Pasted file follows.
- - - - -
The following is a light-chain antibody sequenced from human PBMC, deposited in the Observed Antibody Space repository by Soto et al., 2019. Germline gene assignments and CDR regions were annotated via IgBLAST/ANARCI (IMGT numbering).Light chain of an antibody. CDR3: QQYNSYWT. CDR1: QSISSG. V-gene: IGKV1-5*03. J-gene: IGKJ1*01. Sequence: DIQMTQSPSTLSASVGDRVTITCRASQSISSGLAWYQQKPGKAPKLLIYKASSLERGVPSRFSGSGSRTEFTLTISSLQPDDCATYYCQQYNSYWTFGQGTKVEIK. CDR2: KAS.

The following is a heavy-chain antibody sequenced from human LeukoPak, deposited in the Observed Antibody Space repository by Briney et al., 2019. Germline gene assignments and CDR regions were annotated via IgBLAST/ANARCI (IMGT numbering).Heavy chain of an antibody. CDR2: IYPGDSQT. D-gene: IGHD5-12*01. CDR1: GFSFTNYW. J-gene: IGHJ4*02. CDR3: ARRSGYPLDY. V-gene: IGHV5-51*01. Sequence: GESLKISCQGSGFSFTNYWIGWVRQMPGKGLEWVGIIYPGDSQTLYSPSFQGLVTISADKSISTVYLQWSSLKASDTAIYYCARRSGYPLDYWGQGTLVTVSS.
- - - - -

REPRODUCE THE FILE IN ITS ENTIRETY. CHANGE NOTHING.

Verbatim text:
The following is a light-chain antibody sequenced from human PBMC, deposited in the Observed Antibody Space repository by Soto et al., 2019. Germline gene assignments and CDR regions were annotated via IgBLAST/ANARCI (IMGT numbering).Light chain of an antibody. CDR3: QQYNSYWT. CDR1: QSISSG. V-gene: IGKV1-5*03. J-gene: IGKJ1*01. Sequence: DIQMTQSPSTLSASVGDRVTITCRASQSISSGLAWYQQKPGKAPKLLIYKASSLERGVPSRFSGSGSRTEFTLTISSLQPDDCATYYCQQYNSYWTFGQGTKVEIK. CDR2: KAS.

The following is a heavy-chain antibody sequenced from human LeukoPak, deposited in the Observed Antibody Space repository by Briney et al., 2019. Germline gene assignments and CDR regions were annotated via IgBLAST/ANARCI (IMGT numbering).Heavy chain of an antibody. CDR2: IYPGDSQT. D-gene: IGHD5-12*01. CDR1: GFSFTNYW. J-gene: IGHJ4*02. CDR3: ARRSGYPLDY. V-gene: IGHV5-51*01. Sequence: GESLKISCQGSGFSFTNYWIGWVRQMPGKGLEWVGIIYPGDSQTLYSPSFQGLVTISADKSISTVYLQWSSLKASDTAIYYCARRSGYPLDYWGQGTLVTVSS.